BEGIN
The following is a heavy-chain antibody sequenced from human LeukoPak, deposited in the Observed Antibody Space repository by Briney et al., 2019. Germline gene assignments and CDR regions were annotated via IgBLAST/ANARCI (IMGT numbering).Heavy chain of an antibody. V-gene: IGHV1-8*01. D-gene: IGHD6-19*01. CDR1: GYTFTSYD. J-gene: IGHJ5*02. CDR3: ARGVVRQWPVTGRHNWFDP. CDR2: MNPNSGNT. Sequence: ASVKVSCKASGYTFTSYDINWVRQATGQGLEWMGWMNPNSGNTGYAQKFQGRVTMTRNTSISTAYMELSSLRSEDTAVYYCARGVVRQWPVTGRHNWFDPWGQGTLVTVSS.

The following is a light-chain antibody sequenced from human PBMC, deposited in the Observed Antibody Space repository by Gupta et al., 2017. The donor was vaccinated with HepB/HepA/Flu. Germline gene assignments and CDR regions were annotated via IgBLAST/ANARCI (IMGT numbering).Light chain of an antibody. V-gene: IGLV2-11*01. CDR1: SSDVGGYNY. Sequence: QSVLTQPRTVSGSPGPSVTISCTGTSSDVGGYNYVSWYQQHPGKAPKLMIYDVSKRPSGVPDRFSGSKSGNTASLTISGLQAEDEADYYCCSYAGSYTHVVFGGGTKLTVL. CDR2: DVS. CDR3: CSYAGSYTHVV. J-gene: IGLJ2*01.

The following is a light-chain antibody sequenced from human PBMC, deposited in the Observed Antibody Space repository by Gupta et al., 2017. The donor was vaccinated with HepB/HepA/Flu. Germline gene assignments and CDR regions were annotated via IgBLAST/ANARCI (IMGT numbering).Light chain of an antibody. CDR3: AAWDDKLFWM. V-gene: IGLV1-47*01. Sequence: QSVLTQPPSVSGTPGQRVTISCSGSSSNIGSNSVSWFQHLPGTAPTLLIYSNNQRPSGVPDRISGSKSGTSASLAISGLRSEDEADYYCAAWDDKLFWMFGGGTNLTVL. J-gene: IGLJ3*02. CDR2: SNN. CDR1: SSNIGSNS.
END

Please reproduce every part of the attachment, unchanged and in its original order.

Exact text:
The following is a heavy-chain antibody sequenced from human LeukoPak, deposited in the Observed Antibody Space repository by Briney et al., 2019. Germline gene assignments and CDR regions were annotated via IgBLAST/ANARCI (IMGT numbering).Heavy chain of an antibody. V-gene: IGHV1-8*01. D-gene: IGHD6-19*01. CDR1: GYTFTSYD. J-gene: IGHJ5*02. CDR3: ARGVVRQWPVTGRHNWFDP. CDR2: MNPNSGNT. Sequence: ASVKVSCKASGYTFTSYDINWVRQATGQGLEWMGWMNPNSGNTGYAQKFQGRVTMTRNTSISTAYMELSSLRSEDTAVYYCARGVVRQWPVTGRHNWFDPWGQGTLVTVSS.

The following is a light-chain antibody sequenced from human PBMC, deposited in the Observed Antibody Space repository by Gupta et al., 2017. The donor was vaccinated with HepB/HepA/Flu. Germline gene assignments and CDR regions were annotated via IgBLAST/ANARCI (IMGT numbering).Light chain of an antibody. V-gene: IGLV2-11*01. CDR1: SSDVGGYNY. Sequence: QSVLTQPRTVSGSPGPSVTISCTGTSSDVGGYNYVSWYQQHPGKAPKLMIYDVSKRPSGVPDRFSGSKSGNTASLTISGLQAEDEADYYCCSYAGSYTHVVFGGGTKLTVL. CDR2: DVS. CDR3: CSYAGSYTHVV. J-gene: IGLJ2*01.

The following is a light-chain antibody sequenced from human PBMC, deposited in the Observed Antibody Space repository by Gupta et al., 2017. The donor was vaccinated with HepB/HepA/Flu. Germline gene assignments and CDR regions were annotated via IgBLAST/ANARCI (IMGT numbering).Light chain of an antibody. CDR3: AAWDDKLFWM. V-gene: IGLV1-47*01. Sequence: QSVLTQPPSVSGTPGQRVTISCSGSSSNIGSNSVSWFQHLPGTAPTLLIYSNNQRPSGVPDRISGSKSGTSASLAISGLRSEDEADYYCAAWDDKLFWMFGGGTNLTVL. J-gene: IGLJ3*02. CDR2: SNN. CDR1: SSNIGSNS.